The American Academy of Otolaryngology-Head and Neck Surgery Foundation has updated its clinical practice guidelines for the treatment of adult rhinosinusitis. The recommendations to clinicians are as follows:
Acute bacterial rhinosinusitis (ABRS) should be distinguished from acute rhinosinusitis due to viral respiratory infections and noninfectious conditions. ABRS should be diagnosed when signs and symptoms of acute rhinosinusitis (ARS) (purulent nasal drainage plus nasal obstruction, facial pain-pressure or both) persist without improvement for at least 10 days or if signs and symptoms worsen within 10 days after initial improvement.
Radiographic imaging should not be performed in patients with ARS unless a complication or alternative diagnosis is suspected.
Analgesics, intranasal steroids and/or nasal saline irrigation may be recommended for symptomatic relief of viral or bacterial rhinosinusitis. Adults with uncomplicated ABRS should be either offered watchful waiting or prescribed antibiotic therapy. Patients undergoing watchful waiting should be prescribed antibiotics if their symptoms fail to improve after 7 days or worsen at any time.
If a decision is made to treat ABRS with antibiotics, amoxicillin with or without clavulanate should be prescribed as first-line therapy for 5-10 days. Amoxicillin with clavulanate should be prescribed for patients at high risk of being infected by an organism resistant to amoxicillin.
Patients with an allergy to penicillin should be prescribed doxycycline or a respiratory quinolone as first-line therapy. For patients who fail to improve or worsen by 7 days following initial treatment, they should be reassessed to confirm the diagnosis and to detect complications. If initial treatment involved watchful waiting, antibiotics should be prescribed. If initial treatment included an antibiotic, a different antibiotic should be prescribed.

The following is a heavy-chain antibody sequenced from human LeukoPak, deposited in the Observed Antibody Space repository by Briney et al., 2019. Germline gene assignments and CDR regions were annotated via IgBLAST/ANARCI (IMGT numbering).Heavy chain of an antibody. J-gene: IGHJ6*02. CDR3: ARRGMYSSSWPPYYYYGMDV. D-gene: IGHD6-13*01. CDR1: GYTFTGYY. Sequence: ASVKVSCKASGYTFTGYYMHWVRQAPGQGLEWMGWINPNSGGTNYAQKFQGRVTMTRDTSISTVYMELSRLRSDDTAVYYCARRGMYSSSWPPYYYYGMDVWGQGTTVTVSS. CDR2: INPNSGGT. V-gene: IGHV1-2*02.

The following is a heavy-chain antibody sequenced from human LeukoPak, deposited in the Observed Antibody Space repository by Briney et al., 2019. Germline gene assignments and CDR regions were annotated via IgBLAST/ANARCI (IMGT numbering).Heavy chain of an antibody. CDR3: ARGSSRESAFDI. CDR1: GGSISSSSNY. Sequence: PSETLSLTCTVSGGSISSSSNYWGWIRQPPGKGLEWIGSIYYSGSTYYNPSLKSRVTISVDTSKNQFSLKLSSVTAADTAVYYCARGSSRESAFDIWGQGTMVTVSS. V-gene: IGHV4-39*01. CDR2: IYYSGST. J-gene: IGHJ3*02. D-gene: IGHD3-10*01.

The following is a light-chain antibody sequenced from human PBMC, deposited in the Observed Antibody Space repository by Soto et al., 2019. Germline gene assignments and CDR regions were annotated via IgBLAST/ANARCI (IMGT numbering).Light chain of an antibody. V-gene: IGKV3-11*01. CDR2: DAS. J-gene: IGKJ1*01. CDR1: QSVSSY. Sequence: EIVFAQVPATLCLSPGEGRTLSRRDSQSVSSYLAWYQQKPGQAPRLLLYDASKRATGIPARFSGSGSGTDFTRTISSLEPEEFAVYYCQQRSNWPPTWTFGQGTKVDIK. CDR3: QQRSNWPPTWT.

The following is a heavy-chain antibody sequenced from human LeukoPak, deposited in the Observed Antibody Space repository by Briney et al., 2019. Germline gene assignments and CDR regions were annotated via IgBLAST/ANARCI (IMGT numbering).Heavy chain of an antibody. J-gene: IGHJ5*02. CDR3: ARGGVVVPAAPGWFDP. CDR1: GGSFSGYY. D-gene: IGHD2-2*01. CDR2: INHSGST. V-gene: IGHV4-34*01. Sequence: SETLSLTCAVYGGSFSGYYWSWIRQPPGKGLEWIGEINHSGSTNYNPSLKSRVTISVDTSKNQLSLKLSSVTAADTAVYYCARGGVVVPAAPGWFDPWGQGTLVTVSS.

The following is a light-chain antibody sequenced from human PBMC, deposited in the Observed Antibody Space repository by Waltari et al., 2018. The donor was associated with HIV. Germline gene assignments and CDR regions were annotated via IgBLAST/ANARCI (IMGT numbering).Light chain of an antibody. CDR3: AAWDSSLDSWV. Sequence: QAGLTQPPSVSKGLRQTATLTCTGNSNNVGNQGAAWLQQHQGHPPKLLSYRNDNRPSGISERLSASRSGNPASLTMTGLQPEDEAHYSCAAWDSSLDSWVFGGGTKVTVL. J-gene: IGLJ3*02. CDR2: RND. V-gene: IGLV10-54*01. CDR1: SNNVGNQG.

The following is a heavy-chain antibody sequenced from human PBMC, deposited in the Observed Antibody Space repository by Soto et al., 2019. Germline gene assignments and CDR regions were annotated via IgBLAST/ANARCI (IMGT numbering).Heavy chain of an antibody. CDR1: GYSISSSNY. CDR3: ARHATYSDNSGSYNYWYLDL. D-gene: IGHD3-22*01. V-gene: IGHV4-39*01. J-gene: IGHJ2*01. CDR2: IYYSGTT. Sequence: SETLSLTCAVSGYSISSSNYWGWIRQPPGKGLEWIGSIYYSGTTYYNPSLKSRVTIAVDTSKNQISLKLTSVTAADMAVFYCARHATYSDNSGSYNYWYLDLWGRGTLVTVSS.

Chronic rhinosinusitis (CRS) and recurrent acute rhinosinusitis should be distinguished from isolated episode of ABRS. The diagnosis of CRS should be confirmed with documentation of sinonasal inflammation using anterior rhinoscopy, nasal endoscopy, or computed tomography.
Saline nasal irrigation, intranasal corticosteroids, or both should be prescribed for symptom relief in patients with CRS. Testing for allergy and immune function may be obtained when evaluating a patient with for CRS or recurrent ARS.
Acute sinusitis is mostly caused by the common cold. Unless a bacterial infection develops, most cases resolve within a week to 10 days. In most cases, home remedies are all that’s needed to treat acute sinusitis. However, persistent sinusitis can lead to serious infections and other complications.
Acute sinusitis complications are uncommon but if they occur, they might include:
• Chronic sinusitis. Acute sinusitis may be a flare-up of a long-term problem known as chronic sinusitis. Chronic sinusitis lasts longer than 12 weeks.
• Meningitis. This infection causes inflammation of the membranes and fluid surrounding the brain and spinal cord.